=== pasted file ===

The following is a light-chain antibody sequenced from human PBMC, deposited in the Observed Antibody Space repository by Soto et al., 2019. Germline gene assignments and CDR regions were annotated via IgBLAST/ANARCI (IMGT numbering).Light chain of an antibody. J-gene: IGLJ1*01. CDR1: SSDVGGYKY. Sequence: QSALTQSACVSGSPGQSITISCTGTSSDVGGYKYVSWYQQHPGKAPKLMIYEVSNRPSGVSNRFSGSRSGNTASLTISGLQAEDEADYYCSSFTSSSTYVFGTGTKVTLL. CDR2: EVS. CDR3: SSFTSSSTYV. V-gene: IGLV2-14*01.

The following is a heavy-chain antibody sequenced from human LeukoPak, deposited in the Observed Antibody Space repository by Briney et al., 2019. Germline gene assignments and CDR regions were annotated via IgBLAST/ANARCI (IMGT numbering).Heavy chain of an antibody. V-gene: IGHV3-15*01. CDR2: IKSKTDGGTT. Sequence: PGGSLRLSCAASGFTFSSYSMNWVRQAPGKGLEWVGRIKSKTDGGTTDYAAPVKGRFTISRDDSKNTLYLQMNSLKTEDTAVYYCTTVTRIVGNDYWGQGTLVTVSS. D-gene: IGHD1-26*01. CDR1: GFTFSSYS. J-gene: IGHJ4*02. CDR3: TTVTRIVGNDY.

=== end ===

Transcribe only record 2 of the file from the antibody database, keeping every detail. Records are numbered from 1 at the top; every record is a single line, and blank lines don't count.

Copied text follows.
The following is a heavy-chain antibody sequenced from human LeukoPak, deposited in the Observed Antibody Space repository by Briney et al., 2019. Germline gene assignments and CDR regions were annotated via IgBLAST/ANARCI (IMGT numbering).Heavy chain of an antibody. V-gene: IGHV3-15*01. CDR2: IKSKTDGGTT. Sequence: PGGSLRLSCAASGFTFSSYSMNWVRQAPGKGLEWVGRIKSKTDGGTTDYAAPVKGRFTISRDDSKNTLYLQMNSLKTEDTAVYYCTTVTRIVGNDYWGQGTLVTVSS. D-gene: IGHD1-26*01. CDR1: GFTFSSYS. J-gene: IGHJ4*02. CDR3: TTVTRIVGNDY.